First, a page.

Reported complication rates after TPLO range from 18-28%. Patellar ligament thickening has been observed anecdotally following TPLO, however there is limited documentation of the reasons for this thickening (Pacchiana et al., 2003). A radiographic study demonstrated thickening of the distal portion of the patella ligament following TPLO surgery, concluding patella desmitis as a possible complication of TPLO (Mattern et al., 2006).

    Stifle arthrotomy versus arthroscopy has also been investigated to explain patellar ligament thickening following TPLO surgery. The study found that arthroscopy was associated with an increased the patellar ligament thickness compared to medial arthrotomy (Owen et al., 2018).
    There has been numerous proposed mechanisms for the patellar ligament thickening seen post TPLO surgery some are increase patellar strain, vascular damage, intra-operative trauma to the ligament or altered biomechanics of the stifle (Gallagher et al, 2012; Owen et al., 2018).

    Current research has focused on alterations of the biokinematics of the patellofemoral and femorotibial joint of a CrCL deficient stifle as a possible cause for the patellar desmopathies associated with TPLO surgery in dogs (Warzee et al., 2011). An ex vivo cadaveric study reported no significant changes in the stifle extensor mechanism load following a TPLO (Drew et al. 2018). However, some major limitations to this study was that it was performed without transection of the cranial cruciate ligament and that the load in the whole extensor mechanism was tested rather than focusing on the strain in the patella ligament (Drew et al. 2018). To the authors knowledge there has been no investigation into the alterations in strain directly in the patella ligament following TPLO surgery as a possible explanation for the patellar desmopathies often associated with this surgical technique.

    Our assumption is that an increase in the strain in the patellar ligament will be associated with an increased in rotation of the tibial plateau (post TPLO) and subsequent reduction in tibial plateau angle.

  • The effect of prophylactic fenestration of adjacent intervertebral discs on recurrence of clinical signs associated with thoracolumbar intervertebral disc extrusion. (Australia)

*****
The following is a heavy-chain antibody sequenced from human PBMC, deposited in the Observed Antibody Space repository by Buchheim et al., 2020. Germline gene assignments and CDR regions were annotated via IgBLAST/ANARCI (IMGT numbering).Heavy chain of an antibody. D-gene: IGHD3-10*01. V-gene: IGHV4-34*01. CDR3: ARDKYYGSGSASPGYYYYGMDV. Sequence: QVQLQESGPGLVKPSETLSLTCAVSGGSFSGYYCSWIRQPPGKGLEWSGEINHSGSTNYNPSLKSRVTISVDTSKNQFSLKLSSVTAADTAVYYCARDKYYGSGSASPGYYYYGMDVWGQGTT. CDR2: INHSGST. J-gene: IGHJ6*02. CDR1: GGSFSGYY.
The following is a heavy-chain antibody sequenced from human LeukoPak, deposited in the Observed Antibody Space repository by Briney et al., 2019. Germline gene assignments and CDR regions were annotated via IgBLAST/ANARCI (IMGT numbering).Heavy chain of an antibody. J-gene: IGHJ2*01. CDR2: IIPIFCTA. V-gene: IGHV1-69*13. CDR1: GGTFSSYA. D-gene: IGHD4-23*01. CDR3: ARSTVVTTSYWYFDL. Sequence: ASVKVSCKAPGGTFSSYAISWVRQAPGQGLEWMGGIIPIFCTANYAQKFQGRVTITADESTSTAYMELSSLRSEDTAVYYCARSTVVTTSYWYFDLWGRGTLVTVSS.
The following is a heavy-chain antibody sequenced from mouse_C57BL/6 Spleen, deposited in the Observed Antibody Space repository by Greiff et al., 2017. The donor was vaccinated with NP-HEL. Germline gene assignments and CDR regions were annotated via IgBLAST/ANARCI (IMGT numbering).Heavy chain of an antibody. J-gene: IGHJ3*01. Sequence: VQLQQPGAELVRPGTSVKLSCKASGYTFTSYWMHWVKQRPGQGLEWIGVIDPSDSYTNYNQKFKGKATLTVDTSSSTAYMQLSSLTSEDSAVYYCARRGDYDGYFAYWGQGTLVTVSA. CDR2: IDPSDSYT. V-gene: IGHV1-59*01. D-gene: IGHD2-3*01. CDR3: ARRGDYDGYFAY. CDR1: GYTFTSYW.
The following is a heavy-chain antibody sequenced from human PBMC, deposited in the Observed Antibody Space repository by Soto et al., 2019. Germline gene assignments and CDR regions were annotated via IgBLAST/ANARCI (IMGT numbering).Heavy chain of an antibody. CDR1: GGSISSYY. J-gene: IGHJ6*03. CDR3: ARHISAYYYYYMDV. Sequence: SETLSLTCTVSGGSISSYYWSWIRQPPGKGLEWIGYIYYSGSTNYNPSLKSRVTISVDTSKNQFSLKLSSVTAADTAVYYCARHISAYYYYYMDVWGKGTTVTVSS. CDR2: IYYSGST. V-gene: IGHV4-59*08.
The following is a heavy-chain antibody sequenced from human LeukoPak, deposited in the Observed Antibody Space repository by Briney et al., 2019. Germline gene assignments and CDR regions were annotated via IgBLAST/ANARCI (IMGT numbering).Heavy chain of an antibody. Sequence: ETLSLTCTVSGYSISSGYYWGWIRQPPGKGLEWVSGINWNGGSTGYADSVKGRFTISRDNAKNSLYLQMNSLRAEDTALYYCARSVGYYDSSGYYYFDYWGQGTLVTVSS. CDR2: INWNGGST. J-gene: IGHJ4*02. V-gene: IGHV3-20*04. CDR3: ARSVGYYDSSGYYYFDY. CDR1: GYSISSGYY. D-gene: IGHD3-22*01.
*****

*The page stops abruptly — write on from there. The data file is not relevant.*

Investigators: James Crowley / Patrick Kenny

    The current veterinary literature supports prophylactic fenestration as a safe way to reduce future disc herniation at fenestrated sites. The efficacy of prophylactic disc fenestration to prevent future herniation at non-affected disc spaces remains controversial. Published studies suggest that fenestration reduces the recurrence rate of IVDE, and surgeons should particularly consider fenestration of calcified discs. Additionally, the reported incidence of side effects from fenestration is 0.2% across the pooled studies (>1100 procedures) (Moore, Tipold et al. 2020). However, high quality evidence in support of this is not available and it is not known how many sites should be fenestrated to achieve the best outcome, nor is it known what the effect of fenestration on development of IVDE in adjacent non-fenestrated sites of substantial consequence is (ex. L4-5 in the patient fenestrated from T11-L4). Further, a common surgical technique employed in practice is to fenestrate the affected and immediately adjacent disc spaces because they are readily accessible from the surgical approach. We do not currently have information on the benefit of this approach vs single site fenestration. This study aims to answer this question.

    To the best of the author’s knowledge, this will be the first study to prospectively evaluate the effect of prophylactic fenestration of adjacent disc spaces to a site of extrusion. The findings of this study will benefit veterinary surgeons and neurologists by providing clinically relevant data to better inform clinical decision making.

    Previous studies such as Longo et al (2020) have documented the increased risk of recurrence of completely degenerate IVD. No study has prospectively evaluated the prophylactic effect of single site vs adjacent site IVD fenestration on recurrence of IVDE and/or associated clinical signs, the latter based on the degenerate CT/MRI appearance on preoperative imaging. Additionally, the pre-operative appearance of IVDs has been demonstrated to change with time. There is a need to correlate pre-operative IVD appearance on diagnostic imaging modalities with the degree of degeneration/mineralisation/calcification.

  • Early outcomes of Hybrid total hip arthroplasty in cats. (UK)

    Investigators: Daniel Lomas / Nicolas Barthelemy

    Total hip replacement (THR) is a salvage procedure that is increasingly being performed in the cat for the management of conditions of the hip joint including osteoarthritis, traumatic fractures, or slipped capital femoral epiphysis. Although femoral head and neck excision (FHNE) is an established treatment in cats with coxofemoral disease, long term outcome can be unpredictable with a small case series demonstrating inferior outcomes after FHNE compared to THR (Liska et al; 2009). As a result, THR is gaining increased popularity in cats. A recent large cohort study of cats undergoing THR demonstrated a low overall complication rate and high owner satisfaction (Rodino Tilve et al; 2022).